12 Easy Steps to DIY Carpet Installation
- An underlay
- Smooth edge
- Doorway bar
- You can buy the installation tools in a pack, which has a:
- Knee kicker
- And a utility knife
- Most important, is the safety equipment. You’re going to need a pair of knee pads, to protect your knees from the hard floor, and a pair of safety goggles if you’re working on concrete.
- Carpet comes in a width of 3.66 meters. It comes in a variety of materials: nylon, polyprop, wool or a combination of both. All of these can be installed over a good quality foam underlay.
Now that you’ve got all your equipment together, you need to measure the room to see how much carpet you need. To do that, you need to measure the length by the width and that’ll give you your run of carpet.
The next part of the operation is floor preparation. The first thing we can do with the floor is to clean it up. Use a broom and give it a good sweep or use a vacuum to get rid of any dirt or dust and go over it with a scraper. This removes any dropped plaster or cement that happens to be on the floor. If its a concrete floor, go over it and fill any voids in, and if there’s any dips, fill that in to give it a nice smooth surface. Anything that’s left under the carpet will reflect through the surface once the jobs done, which is something you don’t want.
Put down the smooth edge. The smooth edge will have nails and a serrated edge. If you’re putting a smooth edge on a concrete floor, it should have a toughened, hardened nail. It will look very similar to a standard smooth edge, but the hardened nail for concrete will be black. Lay the smooth edge down in front of the skirting boards, ready to nail in.
Place the smooth edge with the pins facing into the wall. Take a pair of secateaurs or tinsnips. Cut the smooth edge to the right length, making sure that the smooth edge is 6 laid ml off the wall. (This often depends on the carpet thickness. If it’s a thin carpet put it a little bit closer, if its a thick carpet keep it out.) Once you’ve done that, make sure that the same distance is maintained all around the room, and then you can start knocking your nails in. Usually it only takes one hammer to hit the nail in. Take two if you need to, but just make sure you don’t hit the skirting with the hammer.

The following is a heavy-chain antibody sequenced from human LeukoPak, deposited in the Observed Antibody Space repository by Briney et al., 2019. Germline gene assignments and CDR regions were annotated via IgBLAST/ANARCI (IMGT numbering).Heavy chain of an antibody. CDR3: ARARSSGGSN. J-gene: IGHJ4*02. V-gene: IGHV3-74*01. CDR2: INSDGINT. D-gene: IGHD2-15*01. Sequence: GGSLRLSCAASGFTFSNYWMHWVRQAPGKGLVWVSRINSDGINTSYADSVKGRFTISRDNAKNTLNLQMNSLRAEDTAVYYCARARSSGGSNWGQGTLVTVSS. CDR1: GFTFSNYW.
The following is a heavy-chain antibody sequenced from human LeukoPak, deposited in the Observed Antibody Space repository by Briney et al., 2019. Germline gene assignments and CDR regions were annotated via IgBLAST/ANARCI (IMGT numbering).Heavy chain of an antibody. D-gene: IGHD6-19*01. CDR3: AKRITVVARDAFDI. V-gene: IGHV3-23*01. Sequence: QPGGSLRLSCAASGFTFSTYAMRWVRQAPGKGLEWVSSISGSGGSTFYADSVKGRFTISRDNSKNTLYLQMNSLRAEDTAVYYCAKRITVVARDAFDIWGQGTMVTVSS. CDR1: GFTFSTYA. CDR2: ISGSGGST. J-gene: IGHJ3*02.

Now that you’ve put the smooth edge down, you can continue laying down the underlay. Once you’ve put the bulk of the underlay in, it’s time to fill in the small bits. Once you do, just lay it down and roll the roll out. Turn it over if there’s an excessive amount and pull it over towards the wall. Just make sure that the two joining pieces butt up together and there’s no gaps. Then you can take the excess off the underlay to make it a little easier to handle, and then your underlay is done.
Now you’ve got the underlay down, you can trim it. What you can use is a utility knife with a nice sharp blade. Basically what you need to do is, put the knife on and trim it round the smooth edge.
Next, you need to anchor the underlay down. This is because when you stretch the carpet, if you don’t anchor the underfelt, it’ll ride up under the carpet and possibly get it onto the smooth edge. We suggest you use a stapler because it gives you a broader area to anchor it on.
Note: if you’re working on a concrete floor, the technique to anchor the underlay is a little different. Because you can’t staple it to concrete, you need to use tape instead. You can use either duct tape, or masking tape. Lay the tape mid to join and just follow the join to the end of the room.
Now that we’ve got all the underlay and the smooth edge down, we can put the carpet in. Sometimes the carpet can be quite heavy and you may need a second pair of hands. Once you’ve got the carpet rolled out in the room, there’s a couple of things you need to look out for. Be careful of the walls, so that you don’t mark them or scratch them. Also have a look at the pole of the direction again. Make sure the carpet is running the right way, otherwise the colour will look different in different rooms.
Push the carpet into position. The carpet will fold up at the edge. Take a scallop out of the end so the carpet fits to the corner neatly. With the utility knife, make a small cut in either direction, and push that in. With your knee kicker, position that into the corner and with your knee give it a bit of a nudge. When you can feel that riding over the pins, hold it down in your hands and just work along until you can feel it starting to grip. Just to make sure, use a hammer and run it along the pins, until you can feel the pins actually grabbing the carpet, keeping it in place so it doesn’t pop off again.
Once you’ve done one wall, you need to go to the opposite wall and use the same technique to stretch the carpet across the room. Once that’s done, we can do the following wall, and lastly, the last wall. Just using your knee kicker in the same manner, work along the wall and follow up with the hammer. This way, the carpet stays on the pins, and won’t pop up any more.
Once you’ve got the carpet attached on to the smooth edge, it’s time to trim the walling. What we need to do that with is a bolster, and a utility knife. Make sure the blade of the knife is sharp. Pull the side of the carpet back, make a diagonal cut 10 mm from the wall. Make a couple of cuts and go along with your bolster, and push it in to the back side for a smooth edge.
Finish off the doorways. You can either finish off the doorways to a tile edge, or timber edge. The carpet gets tucked in the same as what you did around the edge of the walls, and if you’re not happy with that you can install an actual trim. Trim bars come in gold, bronze and pewter, and you can buy them from any hardware store.